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The Amazing Sound At Red Rocks Is 300 Million Years In The Making

A combination of naturally occurring geology and man-made architecture lend the famous music venue nearly perfect acoustics.

By Matt Benoit
Sep 28, 2022 1:00 PM
Red Rocks Amphitheatre
(Credit: Radomir Rezny/Shutterstock)


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Located about 10 miles southwest of Denver, Colorado, the Red Rocks Amphitheatre is one of the most beloved concert venues in the world. From classical symphonies and the Beatles to John Denver and U2, the list of performers who’ve played Red Rocks since it began hosting concerts in 1908 is nearly as long as the amphitheater’s 2.5 miles of seating.

The reason for its high regard? A combination of naturally occurring geology, man-made architecture and nearly perfect acoustics. But let’s start with the rocks themselves, which are hundreds of millions of years in the making.

The Geology

Benjamin Burke, an affiliate professor at the Colorado School of Mines, explains that Red Rocks is essentially an ancient delta — a 300 million-year-old accumulation of sedimentary rock that once belonged to what’s known as the ancestral Rockies. Like the current Rockies, these mountains were very tall. But the forces of erosion (wind, precipitation and temperature) worked to bring silty, sandy, muddy waters downstream along a series of large rivers.

These materials created numerous deltas in the area, including the Flatirons region west of Boulder, Roxborough State Park near Littleton, and the Garden of the Gods to the west of Colorado Springs. Together, Red Rocks and the rest of these areas form the Fountain Formation. Though the composition of the region varies, the stuff that forms Red Rocks is mainly sandstone of the poorly sorted variety; it ranges from sandy grains to larger cobbles, Burke says.

After ancient storms sent mud and sand streaming down the mountains, they slowly compressed into rock through the geologic process of lithification. Subsequent erosion of this rock carved out the area where the amphitheater sits today. “The two rocks on either side of the amphitheater are a bit more resistant [to erosion], for whatever reason,” says Burke, referring to Ship Rock — the iconic red stone face to the audience’s left — and Creation Rock to its right. Both stunning, tilted vertical rock formations are taller than Niagara Falls.

(Credit: Megan Mahoney Photography/Shutterstock)

The top of Red Rock’s seating area, which provides the amphitheater’s best views of Denver and the surrounding landscape, includes a bronze plaque marking the spot where Fountain Formation rock collides with the 1.7 billion-year-old, Precambrian rock that forms the bottom of the Denver Basin, Burke says. The older rocks in this area were mined for silver and gold during various precious metal rushes between about 1858 and 1893, he adds.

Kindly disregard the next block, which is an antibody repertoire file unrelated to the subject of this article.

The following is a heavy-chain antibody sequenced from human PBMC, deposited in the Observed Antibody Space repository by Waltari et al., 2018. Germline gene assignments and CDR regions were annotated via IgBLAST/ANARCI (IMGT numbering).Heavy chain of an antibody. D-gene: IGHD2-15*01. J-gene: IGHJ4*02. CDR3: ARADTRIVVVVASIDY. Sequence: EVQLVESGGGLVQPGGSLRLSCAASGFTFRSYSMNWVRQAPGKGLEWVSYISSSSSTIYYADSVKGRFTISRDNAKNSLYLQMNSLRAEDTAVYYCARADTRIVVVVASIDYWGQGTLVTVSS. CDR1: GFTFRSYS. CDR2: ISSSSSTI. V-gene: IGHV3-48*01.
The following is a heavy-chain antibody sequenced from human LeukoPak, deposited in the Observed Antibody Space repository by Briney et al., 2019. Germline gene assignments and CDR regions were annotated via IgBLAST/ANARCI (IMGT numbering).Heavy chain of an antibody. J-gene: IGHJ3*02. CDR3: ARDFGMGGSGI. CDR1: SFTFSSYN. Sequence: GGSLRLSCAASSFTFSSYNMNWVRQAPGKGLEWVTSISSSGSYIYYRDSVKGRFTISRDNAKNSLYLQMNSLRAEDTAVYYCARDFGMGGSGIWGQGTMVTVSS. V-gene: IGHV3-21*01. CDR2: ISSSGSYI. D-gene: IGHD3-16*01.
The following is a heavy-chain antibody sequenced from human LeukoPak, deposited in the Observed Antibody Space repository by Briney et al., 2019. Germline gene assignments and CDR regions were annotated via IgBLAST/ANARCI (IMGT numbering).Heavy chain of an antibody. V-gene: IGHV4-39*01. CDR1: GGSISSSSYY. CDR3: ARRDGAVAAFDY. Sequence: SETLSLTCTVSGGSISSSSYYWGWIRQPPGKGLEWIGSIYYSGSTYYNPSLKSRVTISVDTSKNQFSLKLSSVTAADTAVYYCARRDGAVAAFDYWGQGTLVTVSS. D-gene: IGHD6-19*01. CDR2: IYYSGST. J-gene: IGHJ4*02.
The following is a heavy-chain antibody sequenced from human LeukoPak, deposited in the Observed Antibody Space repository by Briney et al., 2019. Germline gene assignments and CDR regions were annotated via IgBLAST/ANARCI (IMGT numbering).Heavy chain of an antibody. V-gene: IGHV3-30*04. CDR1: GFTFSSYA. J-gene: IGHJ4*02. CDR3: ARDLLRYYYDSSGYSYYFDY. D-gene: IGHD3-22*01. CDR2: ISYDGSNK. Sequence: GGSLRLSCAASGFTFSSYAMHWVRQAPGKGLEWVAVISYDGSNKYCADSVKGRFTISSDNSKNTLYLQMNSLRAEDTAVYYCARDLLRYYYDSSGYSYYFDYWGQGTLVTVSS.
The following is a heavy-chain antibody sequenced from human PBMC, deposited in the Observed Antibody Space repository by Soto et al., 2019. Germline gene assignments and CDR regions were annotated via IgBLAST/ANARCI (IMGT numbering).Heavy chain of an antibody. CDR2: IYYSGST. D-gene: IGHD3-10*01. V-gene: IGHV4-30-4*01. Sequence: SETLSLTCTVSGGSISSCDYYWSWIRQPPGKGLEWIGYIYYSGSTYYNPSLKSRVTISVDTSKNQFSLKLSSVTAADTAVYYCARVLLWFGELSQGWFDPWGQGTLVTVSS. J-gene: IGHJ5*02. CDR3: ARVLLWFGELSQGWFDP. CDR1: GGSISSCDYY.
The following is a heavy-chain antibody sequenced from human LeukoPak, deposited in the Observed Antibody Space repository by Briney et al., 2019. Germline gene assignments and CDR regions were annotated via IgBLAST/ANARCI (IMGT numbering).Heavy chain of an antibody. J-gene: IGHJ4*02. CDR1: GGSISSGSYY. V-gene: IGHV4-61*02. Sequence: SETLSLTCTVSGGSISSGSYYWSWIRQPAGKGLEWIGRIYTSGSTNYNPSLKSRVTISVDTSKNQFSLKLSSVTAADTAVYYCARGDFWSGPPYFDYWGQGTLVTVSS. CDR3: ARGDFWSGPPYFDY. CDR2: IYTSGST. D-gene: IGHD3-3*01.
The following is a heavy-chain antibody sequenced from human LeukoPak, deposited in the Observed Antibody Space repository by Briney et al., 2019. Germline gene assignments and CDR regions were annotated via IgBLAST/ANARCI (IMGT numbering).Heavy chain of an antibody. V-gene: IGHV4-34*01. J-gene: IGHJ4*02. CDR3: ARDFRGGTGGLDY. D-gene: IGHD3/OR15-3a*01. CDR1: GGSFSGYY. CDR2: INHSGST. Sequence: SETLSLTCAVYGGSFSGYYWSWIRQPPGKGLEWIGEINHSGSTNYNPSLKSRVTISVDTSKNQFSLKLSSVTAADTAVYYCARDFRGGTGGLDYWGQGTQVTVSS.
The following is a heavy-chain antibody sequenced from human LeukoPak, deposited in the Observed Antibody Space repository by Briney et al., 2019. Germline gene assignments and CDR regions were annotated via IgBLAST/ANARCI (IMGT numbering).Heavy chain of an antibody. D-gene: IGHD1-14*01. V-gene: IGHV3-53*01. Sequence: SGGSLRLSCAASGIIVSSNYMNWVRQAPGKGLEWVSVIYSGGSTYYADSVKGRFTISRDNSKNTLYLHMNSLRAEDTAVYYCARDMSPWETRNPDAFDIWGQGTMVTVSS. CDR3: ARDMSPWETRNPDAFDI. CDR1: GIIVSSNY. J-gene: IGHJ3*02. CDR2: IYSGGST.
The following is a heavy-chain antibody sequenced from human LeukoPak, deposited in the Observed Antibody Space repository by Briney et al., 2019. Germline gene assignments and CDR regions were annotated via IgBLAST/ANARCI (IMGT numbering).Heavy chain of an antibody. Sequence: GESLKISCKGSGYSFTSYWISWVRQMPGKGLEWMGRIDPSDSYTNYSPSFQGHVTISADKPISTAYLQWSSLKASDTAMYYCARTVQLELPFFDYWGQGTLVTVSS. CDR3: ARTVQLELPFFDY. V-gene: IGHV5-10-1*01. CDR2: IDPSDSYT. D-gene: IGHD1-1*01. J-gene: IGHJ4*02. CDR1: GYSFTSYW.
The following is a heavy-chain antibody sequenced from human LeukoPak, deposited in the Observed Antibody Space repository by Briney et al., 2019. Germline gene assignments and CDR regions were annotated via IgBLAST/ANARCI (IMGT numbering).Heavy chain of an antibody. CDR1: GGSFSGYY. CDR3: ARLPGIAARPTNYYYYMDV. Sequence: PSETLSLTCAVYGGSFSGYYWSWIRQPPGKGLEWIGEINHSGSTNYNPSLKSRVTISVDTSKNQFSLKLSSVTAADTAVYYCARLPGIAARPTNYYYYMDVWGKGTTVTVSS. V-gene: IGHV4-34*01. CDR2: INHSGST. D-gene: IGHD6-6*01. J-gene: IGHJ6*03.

The Sound

In 1911, three decades before it opened to the public in its present architectural form, world-famous Scottish opera singer Mary Garden performed the first solo concert at Red Rocks. She remarked that she’d never heard more perfect acoustic properties at any opera house in the world.

Burke, who attends at least one show a year at the venue, admits that he isn’t an audio engineer. But he offers a basic explanation: Both Creation Rock and Ship Rock, combined with the stage infrastructure built directly in front of the disc-shaped rock known as Stage Rock, create an ideal transfer of sound.

“The building and the rocks before it really send the sound outwards to the audience,” he says. “The [rock] walls essentially keep that sound in, without there being a roof where there’d have to be sound deadening. So, you get a lot of projection outwards without the reverb, if you will, of the enclosed space for [sound] to bounce around in.”

The role of the rocks in the acoustic profile is likely owed more to size and angle than composition, he continues. While sandstone generally lacks any special acoustic powers, it’s possible it might have some marginal sound-absorbing properties compared to harder rock like granite. “On the whole, rock is still rock,” Burke says. “The fact those walls are there allows for the sound to stay in the amphitheater but not get trapped and bounce back and forth.”

The Beach Boys perform in concert on July 09, 2012. (Credit: TDC Photography/Shutterstock)

There’s also the elevation aspect. At 6,450 feet, sound actually travels slightly slower than at sea level, thanks to both air pressure and temperature. While that in itself is not noticeable to the human ear or brain, a singer’s performance in thinner air might be.

“It’s always fun, as a Denver local, to see performers come up from sea level,” Burke says. “If the performer doesn’t know what they’re in for, that does somewhat change the delivery a little bit. They end up being a bit breathless.”

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